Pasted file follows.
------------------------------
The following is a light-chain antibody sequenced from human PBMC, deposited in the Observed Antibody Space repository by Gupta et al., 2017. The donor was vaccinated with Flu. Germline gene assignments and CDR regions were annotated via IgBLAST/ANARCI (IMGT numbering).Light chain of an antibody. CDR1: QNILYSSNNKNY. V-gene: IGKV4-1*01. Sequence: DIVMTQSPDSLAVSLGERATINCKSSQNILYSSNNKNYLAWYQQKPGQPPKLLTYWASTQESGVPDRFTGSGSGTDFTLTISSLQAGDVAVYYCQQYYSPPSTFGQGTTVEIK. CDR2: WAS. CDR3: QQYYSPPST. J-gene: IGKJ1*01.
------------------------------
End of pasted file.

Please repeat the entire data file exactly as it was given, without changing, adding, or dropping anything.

The following is a light-chain antibody sequenced from human PBMC, deposited in the Observed Antibody Space repository by Gupta et al., 2017. The donor was vaccinated with Flu. Germline gene assignments and CDR regions were annotated via IgBLAST/ANARCI (IMGT numbering).Light chain of an antibody. CDR1: QNILYSSNNKNY. V-gene: IGKV4-1*01. Sequence: DIVMTQSPDSLAVSLGERATINCKSSQNILYSSNNKNYLAWYQQKPGQPPKLLTYWASTQESGVPDRFTGSGSGTDFTLTISSLQAGDVAVYYCQQYYSPPSTFGQGTTVEIK. CDR2: WAS. CDR3: QQYYSPPST. J-gene: IGKJ1*01.